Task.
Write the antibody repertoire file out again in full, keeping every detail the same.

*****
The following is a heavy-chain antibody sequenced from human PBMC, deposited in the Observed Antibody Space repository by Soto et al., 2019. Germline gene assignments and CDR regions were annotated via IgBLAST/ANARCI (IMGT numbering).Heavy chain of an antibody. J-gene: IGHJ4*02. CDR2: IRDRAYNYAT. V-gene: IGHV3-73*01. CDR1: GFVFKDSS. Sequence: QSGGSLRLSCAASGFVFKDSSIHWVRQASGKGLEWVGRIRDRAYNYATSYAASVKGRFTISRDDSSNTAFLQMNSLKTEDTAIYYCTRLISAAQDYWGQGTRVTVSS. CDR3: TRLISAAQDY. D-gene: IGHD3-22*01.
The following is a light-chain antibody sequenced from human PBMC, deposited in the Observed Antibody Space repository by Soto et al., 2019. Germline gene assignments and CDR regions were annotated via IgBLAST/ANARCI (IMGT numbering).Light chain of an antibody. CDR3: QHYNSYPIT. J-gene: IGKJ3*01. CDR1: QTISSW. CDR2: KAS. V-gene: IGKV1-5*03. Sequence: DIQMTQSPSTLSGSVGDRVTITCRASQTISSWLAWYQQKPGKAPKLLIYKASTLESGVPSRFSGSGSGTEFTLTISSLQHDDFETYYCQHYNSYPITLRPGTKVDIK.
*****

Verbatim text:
The following is a heavy-chain antibody sequenced from human PBMC, deposited in the Observed Antibody Space repository by Soto et al., 2019. Germline gene assignments and CDR regions were annotated via IgBLAST/ANARCI (IMGT numbering).Heavy chain of an antibody. J-gene: IGHJ4*02. CDR2: IRDRAYNYAT. V-gene: IGHV3-73*01. CDR1: GFVFKDSS. Sequence: QSGGSLRLSCAASGFVFKDSSIHWVRQASGKGLEWVGRIRDRAYNYATSYAASVKGRFTISRDDSSNTAFLQMNSLKTEDTAIYYCTRLISAAQDYWGQGTRVTVSS. CDR3: TRLISAAQDY. D-gene: IGHD3-22*01.
The following is a light-chain antibody sequenced from human PBMC, deposited in the Observed Antibody Space repository by Soto et al., 2019. Germline gene assignments and CDR regions were annotated via IgBLAST/ANARCI (IMGT numbering).Light chain of an antibody. CDR3: QHYNSYPIT. J-gene: IGKJ3*01. CDR1: QTISSW. CDR2: KAS. V-gene: IGKV1-5*03. Sequence: DIQMTQSPSTLSGSVGDRVTITCRASQTISSWLAWYQQKPGKAPKLLIYKASTLESGVPSRFSGSGSGTEFTLTISSLQHDDFETYYCQHYNSYPITLRPGTKVDIK.